LK: We don’t think Hamas has used its legitimacy in the right way. They got a majority in the elections, but they shouldn’t have gone to the extent of solving the contradictions between them and Fatah with the use of arms.

It didn’t bring anything better to the Palestinians. Gaza is still under siege. Meanwhile, they have left the Palestinian Authority to do what they wanted in the West Bank.

They could have used dialogue and more discussion about the different issues, negotiations. This will show the society that we are democratic people. In our history we always had different ideas and different visions, but we never (resorted) to arms.

The main contradiction is with occupation, not among us.

IPS: U.S. General Keith Dayton is training a Palestinian security force which is openly targeting Hamas, but it’s also targeting the Popular Front. How do you see the above contradictions in light of this?

LK: The Dayton plan builds an apparatus not to defend our people, but to prevent our people from the resistance. Which means not only training, but also facing the resistance cells – all factions, not only Hamas. Meanwhile, every day Israel is entering any city, arresting people, assassinating them.

Instead, the Palestinian Authority (should) strengthen those that are ready for resistance. Unfortunately this is one of the main contradictions on the Palestinian level: the Palestinian Authority, whether in government, or the security apparatus or the police, are built in the Dayton vision, and not for the benefit of our people.

IPS: How then do you see the next intifadah shaping up? With the wall encircling Palestinian communities, with the security forces trained by Dayton, many people in the West Bank are seeing that any kind of resistance to Israel is buffered by this project. Is this setting up a paradigm where the next intifadah is against the Palestinian Authority?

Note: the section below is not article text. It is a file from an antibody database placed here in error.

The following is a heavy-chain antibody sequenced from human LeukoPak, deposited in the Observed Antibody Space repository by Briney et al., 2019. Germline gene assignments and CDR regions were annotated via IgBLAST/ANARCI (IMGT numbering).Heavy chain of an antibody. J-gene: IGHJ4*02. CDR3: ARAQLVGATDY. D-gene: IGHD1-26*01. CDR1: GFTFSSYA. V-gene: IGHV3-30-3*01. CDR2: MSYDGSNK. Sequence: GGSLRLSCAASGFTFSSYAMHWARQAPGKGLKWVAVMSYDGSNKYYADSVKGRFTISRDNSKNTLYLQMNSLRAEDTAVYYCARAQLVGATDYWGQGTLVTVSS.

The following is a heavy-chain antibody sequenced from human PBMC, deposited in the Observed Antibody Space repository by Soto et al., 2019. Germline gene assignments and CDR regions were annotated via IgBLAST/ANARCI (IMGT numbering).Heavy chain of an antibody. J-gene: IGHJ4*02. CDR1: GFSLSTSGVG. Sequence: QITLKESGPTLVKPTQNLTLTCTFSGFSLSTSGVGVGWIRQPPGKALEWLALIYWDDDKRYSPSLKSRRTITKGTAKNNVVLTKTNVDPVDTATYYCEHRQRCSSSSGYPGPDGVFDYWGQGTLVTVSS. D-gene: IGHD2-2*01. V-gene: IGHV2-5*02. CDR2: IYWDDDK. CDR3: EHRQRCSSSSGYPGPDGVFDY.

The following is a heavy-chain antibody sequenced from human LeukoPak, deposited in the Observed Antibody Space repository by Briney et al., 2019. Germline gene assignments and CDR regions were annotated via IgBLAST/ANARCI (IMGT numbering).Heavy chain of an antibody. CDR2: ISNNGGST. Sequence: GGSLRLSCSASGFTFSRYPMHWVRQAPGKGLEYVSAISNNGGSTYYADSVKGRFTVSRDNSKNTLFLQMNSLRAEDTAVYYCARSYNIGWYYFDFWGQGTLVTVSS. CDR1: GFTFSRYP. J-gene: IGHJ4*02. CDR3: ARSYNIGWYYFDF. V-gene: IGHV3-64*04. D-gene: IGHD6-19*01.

LK: Any intifadah should have its objective reasons. The situation is not ripe enough for a third intifadah, with all this pressure against our people, whether from the Palestinian side or from the Israeli side.

People have found that after the first and second intifadah, they sacrificed a lot, with their families, houses, children, whether they are martyrs or prisoners. We have now around 11,000 prisoners in Israeli jails. Behind them there are 11,000 families.

I think first of all, we have to end this division. It will give more power to our people. We have seen at the time of the invasion of Gaza, the (demonstrations) were stopped by the Palestinian police and not the Israeli police.

Still, I think an intifadah is not near.

IPS: Where is the Popular Front, specifically and the left in general, on the scene right now, particularly in the division with Hamas and Fatah? The left is clearly at one of its lowest points in the history of the national movement.

LK: I think that the Oslo Accords was a turning point in the Palestinian struggle. A part of our people in Palestine supported negotiations with the Israelis. They thought it would bring them independence, it would bring them a national state. But after years (of achieving nothing), people realised it wasn’t for their good. That’s why the second intifadah broke out.